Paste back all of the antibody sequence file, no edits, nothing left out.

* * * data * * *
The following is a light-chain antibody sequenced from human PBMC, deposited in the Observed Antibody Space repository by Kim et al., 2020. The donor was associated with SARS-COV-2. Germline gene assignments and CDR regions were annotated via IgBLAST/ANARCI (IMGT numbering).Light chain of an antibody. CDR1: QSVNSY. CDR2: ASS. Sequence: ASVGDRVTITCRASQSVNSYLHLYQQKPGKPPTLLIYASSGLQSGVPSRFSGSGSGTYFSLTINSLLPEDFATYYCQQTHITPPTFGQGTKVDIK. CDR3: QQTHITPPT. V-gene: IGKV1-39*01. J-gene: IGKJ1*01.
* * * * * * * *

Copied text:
The following is a light-chain antibody sequenced from human PBMC, deposited in the Observed Antibody Space repository by Kim et al., 2020. The donor was associated with SARS-COV-2. Germline gene assignments and CDR regions were annotated via IgBLAST/ANARCI (IMGT numbering).Light chain of an antibody. CDR1: QSVNSY. CDR2: ASS. Sequence: ASVGDRVTITCRASQSVNSYLHLYQQKPGKPPTLLIYASSGLQSGVPSRFSGSGSGTYFSLTINSLLPEDFATYYCQQTHITPPTFGQGTKVDIK. CDR3: QQTHITPPT. V-gene: IGKV1-39*01. J-gene: IGKJ1*01.